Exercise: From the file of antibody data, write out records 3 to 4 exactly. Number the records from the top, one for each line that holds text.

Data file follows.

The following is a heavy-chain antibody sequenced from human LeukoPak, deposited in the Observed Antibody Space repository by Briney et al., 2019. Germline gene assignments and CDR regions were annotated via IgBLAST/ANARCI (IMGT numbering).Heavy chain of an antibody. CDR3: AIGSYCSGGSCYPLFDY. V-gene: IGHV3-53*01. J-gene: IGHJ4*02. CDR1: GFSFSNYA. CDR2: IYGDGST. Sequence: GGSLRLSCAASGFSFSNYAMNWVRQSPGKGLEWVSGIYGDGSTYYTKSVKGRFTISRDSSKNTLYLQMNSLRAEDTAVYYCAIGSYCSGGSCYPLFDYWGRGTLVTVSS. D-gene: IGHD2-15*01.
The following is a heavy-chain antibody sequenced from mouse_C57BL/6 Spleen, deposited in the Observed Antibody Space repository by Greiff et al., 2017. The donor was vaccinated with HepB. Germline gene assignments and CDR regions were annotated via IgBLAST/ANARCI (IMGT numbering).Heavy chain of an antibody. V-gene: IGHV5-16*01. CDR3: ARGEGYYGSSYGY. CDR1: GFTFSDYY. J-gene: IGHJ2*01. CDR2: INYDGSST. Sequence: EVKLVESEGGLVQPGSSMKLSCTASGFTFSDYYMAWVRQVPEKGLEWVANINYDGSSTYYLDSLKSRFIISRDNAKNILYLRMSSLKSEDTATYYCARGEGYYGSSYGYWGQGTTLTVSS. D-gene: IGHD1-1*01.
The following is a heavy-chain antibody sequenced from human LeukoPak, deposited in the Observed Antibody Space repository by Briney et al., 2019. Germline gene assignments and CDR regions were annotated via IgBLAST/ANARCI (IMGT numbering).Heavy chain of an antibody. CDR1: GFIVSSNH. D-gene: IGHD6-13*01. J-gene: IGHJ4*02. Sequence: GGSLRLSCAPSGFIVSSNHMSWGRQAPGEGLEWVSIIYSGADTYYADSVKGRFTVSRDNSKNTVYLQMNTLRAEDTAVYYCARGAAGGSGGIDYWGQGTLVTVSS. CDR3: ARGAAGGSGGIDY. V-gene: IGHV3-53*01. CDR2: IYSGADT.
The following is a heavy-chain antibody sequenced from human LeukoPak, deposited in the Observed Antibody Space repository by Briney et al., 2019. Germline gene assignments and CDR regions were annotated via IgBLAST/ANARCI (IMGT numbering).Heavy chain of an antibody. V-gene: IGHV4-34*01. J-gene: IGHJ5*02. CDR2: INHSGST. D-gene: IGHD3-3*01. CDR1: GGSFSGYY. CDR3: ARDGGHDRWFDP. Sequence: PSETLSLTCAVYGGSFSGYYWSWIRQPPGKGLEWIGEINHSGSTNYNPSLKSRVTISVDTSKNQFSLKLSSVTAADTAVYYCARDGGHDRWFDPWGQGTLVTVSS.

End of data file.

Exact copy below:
The following is a heavy-chain antibody sequenced from human LeukoPak, deposited in the Observed Antibody Space repository by Briney et al., 2019. Germline gene assignments and CDR regions were annotated via IgBLAST/ANARCI (IMGT numbering).Heavy chain of an antibody. CDR1: GFIVSSNH. D-gene: IGHD6-13*01. J-gene: IGHJ4*02. Sequence: GGSLRLSCAPSGFIVSSNHMSWGRQAPGEGLEWVSIIYSGADTYYADSVKGRFTVSRDNSKNTVYLQMNTLRAEDTAVYYCARGAAGGSGGIDYWGQGTLVTVSS. CDR3: ARGAAGGSGGIDY. V-gene: IGHV3-53*01. CDR2: IYSGADT.
The following is a heavy-chain antibody sequenced from human LeukoPak, deposited in the Observed Antibody Space repository by Briney et al., 2019. Germline gene assignments and CDR regions were annotated via IgBLAST/ANARCI (IMGT numbering).Heavy chain of an antibody. V-gene: IGHV4-34*01. J-gene: IGHJ5*02. CDR2: INHSGST. D-gene: IGHD3-3*01. CDR1: GGSFSGYY. CDR3: ARDGGHDRWFDP. Sequence: PSETLSLTCAVYGGSFSGYYWSWIRQPPGKGLEWIGEINHSGSTNYNPSLKSRVTISVDTSKNQFSLKLSSVTAADTAVYYCARDGGHDRWFDPWGQGTLVTVSS.